When One Door Closes

“…superhuman in its own right.” – The Australian, Australia

A door slams. A shot is fired. On the other side, unseen by the audience or by the inconsequential husbands and lovers, are the three great heroines who created twentieth century drama: Miss Julie, Hedda Gabler and Nora (A Doll’s House).

Welcome to Circa’s candy-coloured world. A theatrical fantasia that sees these three masterpieces of turn-of-the-century drama meet the visceral force of extreme acrobatic theatre.

Sexy and kooky, thought-provoking and joyful, When One Door Closes invites you into a world of unhinged madness. A dreamscape where alternate histories jostle with past traumas. Where powerful women and men renegotiate their roles. Where love and desire dance their eternal, infernal dance. What happens when theatre runs away to the circus?


World premiere Brisbane, Australia 2016
Performers 7
Duration 85 minutes
Touring History Australia, Canada


Cameron Pegg, The Australian, ‘Physical theatre: sisters of the circus in When One Door Closes’ published April 11, 2016

Hedda Gabler, Nora Helmer and Miss Julie meet beneath multicoloured lights in a big top reminiscent of a backyard barbecue.

The concept is pure Circa, enabled by the Roundhouse Theatre and dramaturgy by La Boite artistic ­director Todd MacDonald. Directors Yaron Lifschitz and Libby McDonnell have taken the doomed heroines and allowed them to make different decisions in another place and time.

Standing back to back in candy-coloured wigs, they literally consume their stories and start again. Sporting velvet and ­sequin costumes, the male acrobats use their strength in every scene, but are certainly no oppressors. Curiously, the bespoke music of Oonagh Sherrard that introduces each of the women makes way for a jukebox of feel-good numbers from Burt Bacharach, Cyndi Lauper and others. These camp asides add colour and fun, but ­provide diminishing returns.

Bridie Hooper’s Hedda arrives on stage to draw her outline in crime scene chalk, as only a contortionist can. Her aerial straps act is fringed with violence; the neck, chin, elbows and feet all bearing full weight as she navigates a ­spiderweb of her own making. Brittannie Portelli’s Nora is no caged bird, employing the men as subjects during a memorable burlesque number. Nicole Faubert provides limited insight into Miss Julie’s story, but offers explosive partner acrobatics with Martin Evans, and a quality solo hand-balancing act at the show’s end.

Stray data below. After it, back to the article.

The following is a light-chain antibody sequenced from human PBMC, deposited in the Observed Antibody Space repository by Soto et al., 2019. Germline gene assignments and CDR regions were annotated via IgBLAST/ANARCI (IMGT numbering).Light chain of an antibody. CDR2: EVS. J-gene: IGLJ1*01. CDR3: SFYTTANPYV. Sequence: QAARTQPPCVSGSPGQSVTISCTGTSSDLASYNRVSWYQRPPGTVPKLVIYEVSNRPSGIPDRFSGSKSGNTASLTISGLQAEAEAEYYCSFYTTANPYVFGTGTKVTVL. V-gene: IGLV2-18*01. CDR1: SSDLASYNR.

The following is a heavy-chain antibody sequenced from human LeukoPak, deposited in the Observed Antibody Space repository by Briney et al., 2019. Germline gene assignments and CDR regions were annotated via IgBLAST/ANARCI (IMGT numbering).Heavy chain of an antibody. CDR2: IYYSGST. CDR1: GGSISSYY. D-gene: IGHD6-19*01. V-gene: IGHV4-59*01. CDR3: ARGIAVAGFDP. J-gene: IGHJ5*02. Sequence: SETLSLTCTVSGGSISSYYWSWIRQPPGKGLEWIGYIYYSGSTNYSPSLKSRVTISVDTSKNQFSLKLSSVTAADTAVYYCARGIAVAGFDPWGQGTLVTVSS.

The key with narrative-driven circus is to ensure the story doesn’t suffocate the skills. Duncan West’s standing back somersault to hang from the trapeze is superhuman in its own right. The show’s most stunning moments are athletic achievements stripped bare including a late ensemble scene that harnesses suspense and danger (I won’t ruin the surprise). The action takes place on a slick raised platform that quickly loses its sheen as the performers dart in and out of the doors at each corner. Jason Organ’s lighting ­effectively shrinks and expands the audience’s focus as required.

Freed from its literary aspirations and allowed to evolve as a piece of physical theatre, the show could live happily on the Spiegeltent circuit for years to come. When One Door Closes telegraphs MacDonald’s genuine ­desire to collaborate across theat­rical forms, even if the results are ­uneven.

It is also a rare display of an ­artistic director willing to relinquish creative control, in the first season that bears their imprimatur, no less.

★★★★★Alison Cotes, Daily Review, ‘Circa’s When One Door Closes (La Boite Brisbane)’ published April 10, 2016

Personally, I’ve seen enough multifarious hula hoops and twisting silk acrobatic ropes to last me a life time, and every time I go to the circus now, even it’s one as good as Circa, I sit back and mentally challenge them to entertain me. After all, how many variations are there on Reeling and Writhing and Fainting in Coils, and do we really need any more?

There are two kinds of circus that do manage to impress; the cunning array of stunts that we get from the big, no-expense-spared, international touring companies from China and Russia, and the narrative variety where you can at least follow the story and ponder the young performers who can manipulate their bodies into impossible positions. Ouch, that must hurt!

Circa, a little Brisbane company now ten years old, combines both these kinds of circus and adds a dash of hot spice to make something we’ve never seen before. They’ve toured 34 countries across six continents to rapturous receptions, and yes, I know they all say that, but in this case it’s true.

In the case of this latest show, When one door closes, I wished that there could have been more young people in the audience instead of just the (madly appreciative) middle-aged people who packed the Roundhouse on the second night. Because this is the kind of acrobatic theatre that has you wanting to say to energetic young people “do try this at home” – or at least on the beach or somewhere with a soft landing.